Let’s get our hands dirty with an example.
Suppose we have two collections:
users collection stores user’s information.
activity collection stores users activities.
Referring to RDBMS, we may think userID field in users collection as the primary key and userID field in activity collection as the foreign key Smile. So the link between these users and activity collection is the userID field.
Now suppose we got a requirement: “find username and city of the user performing each activity”. But the user’s detail information is stored in users collection, so we have to join the activity and users collections using the userID field to extract the required data.
It’s the time to leverage the power of $lookup operator. So our aggregation query will be:
> db.activity.aggregate(
"$lookup": {
from : "users",
localField : "userID",
foreignField: "userID",
as : "userInfo" }


from: Specifies the collection from the current database to be joined, in our example it will be the users collection.
localField: Specifies the field from the input documents, in our case it will be userID field of activity collection.
foreignField: Specifies the field from the documents of the “from” collection, in our case it will be userID from users collection.
as: Specifies the name of the new array field, each array contains the matching documents from the “from” collection. We are naming this array as userInfo.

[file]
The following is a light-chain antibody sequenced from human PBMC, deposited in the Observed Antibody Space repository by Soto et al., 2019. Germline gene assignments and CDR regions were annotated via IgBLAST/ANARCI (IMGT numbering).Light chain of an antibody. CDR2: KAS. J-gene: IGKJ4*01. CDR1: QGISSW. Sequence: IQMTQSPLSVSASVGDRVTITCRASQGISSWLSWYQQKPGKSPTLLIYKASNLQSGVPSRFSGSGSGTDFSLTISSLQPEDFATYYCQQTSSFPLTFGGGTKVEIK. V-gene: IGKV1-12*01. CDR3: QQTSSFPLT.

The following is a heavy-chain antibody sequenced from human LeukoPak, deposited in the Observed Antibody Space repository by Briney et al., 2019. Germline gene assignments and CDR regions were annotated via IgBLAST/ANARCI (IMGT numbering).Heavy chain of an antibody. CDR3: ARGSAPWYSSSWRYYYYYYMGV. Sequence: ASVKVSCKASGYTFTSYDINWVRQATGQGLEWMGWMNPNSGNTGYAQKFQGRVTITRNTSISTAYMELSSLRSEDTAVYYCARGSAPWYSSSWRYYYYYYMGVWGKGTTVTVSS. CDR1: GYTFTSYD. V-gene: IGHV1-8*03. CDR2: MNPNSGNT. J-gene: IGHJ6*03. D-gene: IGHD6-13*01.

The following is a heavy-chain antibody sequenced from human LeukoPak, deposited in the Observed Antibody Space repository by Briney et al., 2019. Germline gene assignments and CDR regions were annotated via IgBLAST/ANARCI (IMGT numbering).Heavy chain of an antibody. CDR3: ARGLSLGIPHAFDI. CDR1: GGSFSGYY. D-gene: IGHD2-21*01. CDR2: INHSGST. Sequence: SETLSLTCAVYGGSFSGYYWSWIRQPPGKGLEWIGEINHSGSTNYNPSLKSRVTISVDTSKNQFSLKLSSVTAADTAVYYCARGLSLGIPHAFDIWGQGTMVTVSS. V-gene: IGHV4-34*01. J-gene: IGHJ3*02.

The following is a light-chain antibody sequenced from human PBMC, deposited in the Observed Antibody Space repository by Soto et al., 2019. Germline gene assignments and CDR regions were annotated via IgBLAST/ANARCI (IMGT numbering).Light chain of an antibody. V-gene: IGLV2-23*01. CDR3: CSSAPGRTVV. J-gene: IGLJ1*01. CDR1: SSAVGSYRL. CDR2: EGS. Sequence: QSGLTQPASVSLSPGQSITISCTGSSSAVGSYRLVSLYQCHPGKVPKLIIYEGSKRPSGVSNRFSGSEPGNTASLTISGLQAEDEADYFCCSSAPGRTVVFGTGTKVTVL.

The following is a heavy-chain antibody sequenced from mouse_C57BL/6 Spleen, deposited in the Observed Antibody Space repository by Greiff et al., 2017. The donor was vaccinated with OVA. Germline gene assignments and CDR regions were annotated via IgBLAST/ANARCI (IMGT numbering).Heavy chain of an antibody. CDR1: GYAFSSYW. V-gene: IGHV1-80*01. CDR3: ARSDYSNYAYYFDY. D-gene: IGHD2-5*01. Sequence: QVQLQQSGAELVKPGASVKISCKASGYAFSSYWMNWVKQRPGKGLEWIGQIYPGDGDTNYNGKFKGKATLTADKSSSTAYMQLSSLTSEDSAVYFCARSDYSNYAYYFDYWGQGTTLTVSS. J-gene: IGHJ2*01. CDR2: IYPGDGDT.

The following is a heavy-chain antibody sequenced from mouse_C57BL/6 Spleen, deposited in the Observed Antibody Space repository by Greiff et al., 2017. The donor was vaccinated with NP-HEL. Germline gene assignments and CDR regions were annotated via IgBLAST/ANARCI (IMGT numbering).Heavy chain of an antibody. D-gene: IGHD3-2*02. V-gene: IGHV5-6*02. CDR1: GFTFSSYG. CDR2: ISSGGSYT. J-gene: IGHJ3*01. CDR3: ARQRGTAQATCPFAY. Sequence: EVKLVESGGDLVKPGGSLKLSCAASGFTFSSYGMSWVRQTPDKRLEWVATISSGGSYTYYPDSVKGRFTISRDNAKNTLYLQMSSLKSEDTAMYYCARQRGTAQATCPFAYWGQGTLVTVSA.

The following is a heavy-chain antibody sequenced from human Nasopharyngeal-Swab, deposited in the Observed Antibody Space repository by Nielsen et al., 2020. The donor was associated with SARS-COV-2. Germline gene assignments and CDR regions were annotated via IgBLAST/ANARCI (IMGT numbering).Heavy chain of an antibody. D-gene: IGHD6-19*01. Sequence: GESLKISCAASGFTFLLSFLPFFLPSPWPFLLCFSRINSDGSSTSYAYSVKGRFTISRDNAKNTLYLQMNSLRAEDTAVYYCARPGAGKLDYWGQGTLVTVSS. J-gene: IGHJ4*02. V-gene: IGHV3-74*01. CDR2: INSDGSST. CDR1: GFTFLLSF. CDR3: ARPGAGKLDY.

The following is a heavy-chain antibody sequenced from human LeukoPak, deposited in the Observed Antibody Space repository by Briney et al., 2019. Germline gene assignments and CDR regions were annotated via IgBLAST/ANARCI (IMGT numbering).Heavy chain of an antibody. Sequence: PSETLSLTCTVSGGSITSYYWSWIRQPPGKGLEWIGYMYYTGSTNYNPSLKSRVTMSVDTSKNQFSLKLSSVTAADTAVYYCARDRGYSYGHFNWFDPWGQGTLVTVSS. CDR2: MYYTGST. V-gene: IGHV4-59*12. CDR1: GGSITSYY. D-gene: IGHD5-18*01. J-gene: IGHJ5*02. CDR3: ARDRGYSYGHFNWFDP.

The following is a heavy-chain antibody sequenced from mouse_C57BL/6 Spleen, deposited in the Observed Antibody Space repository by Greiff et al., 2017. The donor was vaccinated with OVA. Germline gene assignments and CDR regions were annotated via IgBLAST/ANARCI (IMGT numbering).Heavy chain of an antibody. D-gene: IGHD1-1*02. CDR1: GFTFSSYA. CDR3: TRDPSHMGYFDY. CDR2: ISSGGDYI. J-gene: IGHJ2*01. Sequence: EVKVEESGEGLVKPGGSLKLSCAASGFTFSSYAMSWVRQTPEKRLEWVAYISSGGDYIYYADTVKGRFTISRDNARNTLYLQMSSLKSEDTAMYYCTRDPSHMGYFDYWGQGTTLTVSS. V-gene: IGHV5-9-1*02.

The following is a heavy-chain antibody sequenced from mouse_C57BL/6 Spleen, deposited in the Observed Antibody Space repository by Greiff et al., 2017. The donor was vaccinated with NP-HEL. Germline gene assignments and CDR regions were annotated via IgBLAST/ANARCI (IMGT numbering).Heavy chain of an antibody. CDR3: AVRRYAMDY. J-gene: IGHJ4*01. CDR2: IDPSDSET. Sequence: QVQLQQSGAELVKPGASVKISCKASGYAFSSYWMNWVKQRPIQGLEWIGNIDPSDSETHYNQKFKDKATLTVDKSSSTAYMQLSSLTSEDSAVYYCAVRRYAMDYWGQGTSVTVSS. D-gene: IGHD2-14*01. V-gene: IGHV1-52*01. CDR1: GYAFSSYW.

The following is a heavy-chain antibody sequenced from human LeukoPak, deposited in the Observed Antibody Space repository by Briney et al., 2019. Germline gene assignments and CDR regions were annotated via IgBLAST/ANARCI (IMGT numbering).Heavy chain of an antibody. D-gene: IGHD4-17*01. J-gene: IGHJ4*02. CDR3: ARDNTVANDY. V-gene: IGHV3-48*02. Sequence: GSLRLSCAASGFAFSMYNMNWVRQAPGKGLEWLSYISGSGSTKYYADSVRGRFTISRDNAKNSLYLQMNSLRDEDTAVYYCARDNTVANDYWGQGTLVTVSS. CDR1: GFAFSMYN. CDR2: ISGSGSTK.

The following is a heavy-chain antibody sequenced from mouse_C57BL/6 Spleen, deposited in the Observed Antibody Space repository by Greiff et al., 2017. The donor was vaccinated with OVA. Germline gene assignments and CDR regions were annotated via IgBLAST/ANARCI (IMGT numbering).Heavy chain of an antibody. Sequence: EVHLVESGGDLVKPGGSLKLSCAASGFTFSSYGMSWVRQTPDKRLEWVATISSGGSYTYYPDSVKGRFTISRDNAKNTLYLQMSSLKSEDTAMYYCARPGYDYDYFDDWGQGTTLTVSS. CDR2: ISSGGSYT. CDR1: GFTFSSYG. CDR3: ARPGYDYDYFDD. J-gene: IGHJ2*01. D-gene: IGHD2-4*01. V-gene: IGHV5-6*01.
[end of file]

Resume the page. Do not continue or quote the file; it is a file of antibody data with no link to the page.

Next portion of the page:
From above output, we can see that the whole users document is stored within the userInfo array.
The data returned above is not looking cool, this is not the format in which we wanted the data. If we get data in the following format, it would be nice:
 UserID, Activity, UserName, City
So for that we have to use two more aggregation framework operators, $unwind and $project, let’s rewrite our aggregation query:
> db.activity.aggregate(
"$lookup": {
from : "users",
localField : "userID",
foreignField: "userID",
as : "userInfo" }
"$unwind": "$userInfo"
"$project": {
"UserName" : "$userInfo.username",
"City" : "$",
"activity" : 1,
"_id": 0 }

Voila, required data is ready Thumbs up

Saturday, 21 May 2016

Index Filters in MongoDB

MongoDB query optimizer processes queries and pick out the most efficient query plan for a query. MongoDB query system uses this plan each time the query runs. MongoDB optimizer chooses the optimal index (if indexes are available) for a query.
MongoDB optimizer works very well but sometimes we may have a better idea of which index to use for a given query. We can run the hint() method on a query to override query optimizer’s index selection process and tell the system which index should be used for the given query. So we have to specify hint() method from client side every time we want to override the index selection process. Sometimes we may have better idea about a query and the index to be used for that query and also we don’t want end user to override the index selection process by providing hint(). For all these the solution is Index Filters.
Index filter provides us a temporary (index filter do not persist after shutdown) way to inform MongoDB that a particular query type should use particular index. It determines which indexes the optimizer evaluates for a query shape (a query shape consists of the query itself, any sort criteria and any projection specifications). So if we have specified an index filter for a specific query type, then we don’t have add hint() to the same query. Also hint() is ignored by MongoDB when index filter exists for the particular query shape.
I will show one example to clarify the concept.
I have one collection users, having following data: